Star Wars: The Force Awakens
Apparently the moratorium on spoilers for Star Wars is over, although personally I don’t think it should end until a film is released to streaming or rentals. The theater experience is not as good as my house, even though I don’t have an especially great television or sound system like I used to. Movies in theaters are generally awful experiences. There are very few movies that would get me to go to a theater anymore. Not any of the comic book movies, not The Martian, not Interstellar, not any of the upcoming nerdy movies coming out this year, pretty much nothing … except a new Star Wars movie. A Star Wars sequel. With the original cast in it.
So I went. Because obviously I had to go on the first weekend or there would be spoilers everywhere. Because everywhere I go on the Internet would be talking about Star Wars. Probably even in-game. Maybe trying not to spoil it, but probably spoiling it anyway.
Anyway, I loved it. They definitely brought the fun back to the Star Wars universe, and that’s what was missing from the prequels. I loved the new characters. I loved them so much that they completely upstaged the old characters. Don’t get me wrong–Han was fantastic, and Ford did a fantastic job of recreating all of the classic Han-isms (I particularly noticed some very familiar hand gestures and how he kind of flails his body around when he starts running), but I felt his character should have matured a bit more. I mean, he’s still a smuggler? Really? I guess some people never change but you’d think he could find an easier way to make a living after saving the galaxy a few times.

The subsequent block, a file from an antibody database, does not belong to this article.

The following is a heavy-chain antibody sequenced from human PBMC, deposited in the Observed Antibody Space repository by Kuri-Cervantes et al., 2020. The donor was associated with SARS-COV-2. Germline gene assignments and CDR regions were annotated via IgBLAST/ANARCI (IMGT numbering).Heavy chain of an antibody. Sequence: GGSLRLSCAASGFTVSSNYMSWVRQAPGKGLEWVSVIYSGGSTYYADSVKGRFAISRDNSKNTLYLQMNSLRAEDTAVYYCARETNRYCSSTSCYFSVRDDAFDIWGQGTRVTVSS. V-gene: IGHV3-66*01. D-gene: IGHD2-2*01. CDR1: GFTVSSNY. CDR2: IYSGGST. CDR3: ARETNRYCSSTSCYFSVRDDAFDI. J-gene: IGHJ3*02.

I would have liked to see a little more exposition about what’s happened in the Star Wars universe in the last 30 years. We only got tiny little bits and pieces about a few characters, but not near enough to explain anything. Like, for example, what happened to the Empire? It was still there at the end of Jedi, it just didn’t have an Emperor. And if we assume it collapsed into nothing and the Rebellion “won,” why is the Rebellion still rebelling in Star Wars: The Force Awakens?
But then again, the politics of the Star Wars universe was never what made it such a fun trilogy. It’s not like I cared about what the “Galactic Senate” was that Tarkin said they’d swept away when I watched Star Wars as a kid. I was just like, “Space battles! Blasters! Lightsabers! X-Wings! Tie fighters! Cool!” Only as an adult do I wonder about the galactic ramifications of those space battles.
I do think they should have explained how Coke-bottle-glasses-lady ended up with Luke’s blue lightsaber in her basement, though. Just a sentence. “Oh, I found that in a Cloud City exhaust port, along with this severed hand.” It was the biggest head-scratcher I remember from coming out of the theater.
By the way I’m sure all of the above questions have been answered in some weird Star Wars message board where people have already analyzed every frame of the movie, but my point is that it should have been more obvious to a casual viewer. (I, for example, have only seen it once and am already fuzzy on many of the details.) It doesn’t count if you have to study a movie frame-by-frame to find the answers. :)
Here’s the real spoiler: I pretty much expected Han to die as soon as I heard Harrison Ford was going to be in the movie. “Oh, Harrison signed up, huh? I guess Han dying will be part of the plot.” There’s just no way they could have signed him up without killing off the character. So his death scene was not even a tiny bit surprising to me. It was so obviously going to happen that I wasn’t even a tiny bit emotionally affected by it. I was just like, “Oh, okay, checked that off the list.”